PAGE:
from statsmodels.tsa.stattools import kpss t_stat, p_value, _, critical_values = kpss(df6['observed'].values, nlags='auto') print(f'ADF Statistic: {t_stat:.2f}') for key, value in critical_values.items(): print('Critial Values:') print(f' {key}, {value:.2f}') print(f'\np-value: {p_value:.2f}') print("Stationary") if p_value > 0.05 else print("Non-Stationary")
```

` ````
ADF Statistic: 0.91 Critial Values: 10%, 0.35 Critial Values: 5%, 0.46 Critial Values: 2.5%, 0.57 Critial Values: 1%, 0.74 p-value: 0.01 Non-Stationary
```

#### Exhibits Stationarity

` ````
from statsmodels.tsa.stattools import kpss t_stat, p_value, _, critical_values = kpss(random_walk[0].values, nlags='auto') print(f'ADF Statistic: {t_stat:.2f}') for key, value in critical_values.items(): print('Critial Values:') print(f' {key}, {value:.2f}') print(f'\np-value: {p_value:.2f}') print("Stationary") if p_value > 0.05 else print("Non-Stationary")
```

` ````
from statsmodels.tsa.stattools import kpss t_stat, p_value, _, critical_values = kpss(random_walk[0].values, nlags='auto') print(f'ADF Statistic: {t_stat:.2f}') for key, value in critical_values.items(): print('Critial Values:') print(f' {key}, {value:.2f}') print(f'\np-value: {p_value:.2f}') print("Non-Stationary") if p_value > 0.05 else print("Stationary")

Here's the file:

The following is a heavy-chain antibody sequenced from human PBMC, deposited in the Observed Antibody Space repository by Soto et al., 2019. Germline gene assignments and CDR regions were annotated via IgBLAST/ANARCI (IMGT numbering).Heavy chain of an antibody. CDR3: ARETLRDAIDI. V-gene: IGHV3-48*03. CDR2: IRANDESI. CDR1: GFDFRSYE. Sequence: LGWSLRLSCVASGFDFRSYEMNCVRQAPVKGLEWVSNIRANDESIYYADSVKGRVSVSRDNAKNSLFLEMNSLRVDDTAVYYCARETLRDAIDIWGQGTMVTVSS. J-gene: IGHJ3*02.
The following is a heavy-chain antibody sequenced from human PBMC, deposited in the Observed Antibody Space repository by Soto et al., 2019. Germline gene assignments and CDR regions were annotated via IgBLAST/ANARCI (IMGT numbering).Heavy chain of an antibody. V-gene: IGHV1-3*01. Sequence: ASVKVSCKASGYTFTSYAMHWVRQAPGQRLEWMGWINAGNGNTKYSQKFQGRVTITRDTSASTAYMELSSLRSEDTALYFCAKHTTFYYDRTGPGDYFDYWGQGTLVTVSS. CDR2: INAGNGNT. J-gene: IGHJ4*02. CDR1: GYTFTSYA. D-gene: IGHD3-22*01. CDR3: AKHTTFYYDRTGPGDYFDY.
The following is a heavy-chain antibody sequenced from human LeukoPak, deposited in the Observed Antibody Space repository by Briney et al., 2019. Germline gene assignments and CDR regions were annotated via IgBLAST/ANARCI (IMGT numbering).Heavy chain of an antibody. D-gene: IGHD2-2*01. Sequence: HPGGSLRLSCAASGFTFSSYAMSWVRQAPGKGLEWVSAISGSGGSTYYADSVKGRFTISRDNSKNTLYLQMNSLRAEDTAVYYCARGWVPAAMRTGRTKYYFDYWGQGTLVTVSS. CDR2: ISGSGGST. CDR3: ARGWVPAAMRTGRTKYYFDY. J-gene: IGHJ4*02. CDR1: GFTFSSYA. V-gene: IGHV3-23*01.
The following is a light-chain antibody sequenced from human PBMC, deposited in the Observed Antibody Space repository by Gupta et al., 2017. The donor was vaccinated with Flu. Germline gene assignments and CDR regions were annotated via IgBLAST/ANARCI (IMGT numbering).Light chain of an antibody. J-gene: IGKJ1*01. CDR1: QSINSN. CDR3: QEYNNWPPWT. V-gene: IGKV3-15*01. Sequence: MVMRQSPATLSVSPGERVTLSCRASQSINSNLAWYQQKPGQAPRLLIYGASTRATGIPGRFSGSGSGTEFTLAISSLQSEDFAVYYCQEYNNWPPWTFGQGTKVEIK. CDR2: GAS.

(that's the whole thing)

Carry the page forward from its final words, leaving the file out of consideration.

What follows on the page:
```

### Zivot and Andrews

Zivot-Andrews tests for the same thing as the ADF and KPSS tests for the presence of a structural break.

Let’s add a break to our random walk model. Notice how the variance and cyclicality properties are relatively constant, but there’s a significant shift in the mean.

Now let’s run both an ADF test and a Zivot-Andrews to test for non-stationarity.

` ````
t_stat, p_value, _, _, critical_values, _ = adfuller(stationary_with_break[0].values, autolag='AIC') print(f'ADF Statistic: {t_stat:.2f}') for key, value in critical_values.items(): print('Critial Values:') print(f' {key}, {value:.2f}') print(f'\np-value: {p_value:.2f}') print("Non-Stationary") if p_value > 0.05 else print("Stationary")
```

` ````
ADF Statistic: -1.05 Critial Values: 1%, -3.43 Critial Values: 5%, -2.86 Critial Values: 10%, -2.57 p-value: 0.73 Non-Stationary
```

` ````
from statsmodels.tsa.stattools import zivot_andrews t_stat, p_value, critical_values, _, _ = zivot_andrews(stationary_with_break[0].values) print(f'Zivot-Andrews Statistic: {t_stat:.2f}') for key, value in critical_values.items(): print('Critial Values:') print(f' {key}, {value:.2f}') print(f'\np-value: {p_value:.2f}') print("Non-Stationary") if p_value > 0.05 else print("Stationary")
```

` ````
Zivot-Andrews Statistic: -60.35 Critial Values: 1%, -5.28 Critial Values: 5%, -4.81 Critial Values: 10%, -4.57 p-value: 0.00 Stationary
```

We see different results between the two stationarity tests. The ADF test fails to incorporate the structural break while the Zivot-Andrew identifies the series as stationary.

## The Bottom Line

The process for testing for stationarity in time series data is relatively straightforward. You analyze the information visually, perform a decomposition, review the summary statistics, and then select a parametric test to gain confidence in your assumptions.

The Augmented Dickey-Fuller or ADF test is the most commonly used test for stationarity; however, it’s not always the best. To analyze stationarity in time series with structural breaks, you’ll want to use the Zivot-Andrews test. As always, it’s essential to have an intuitive understanding of the problem set and to have a deep knowledge of the tools at your disposal.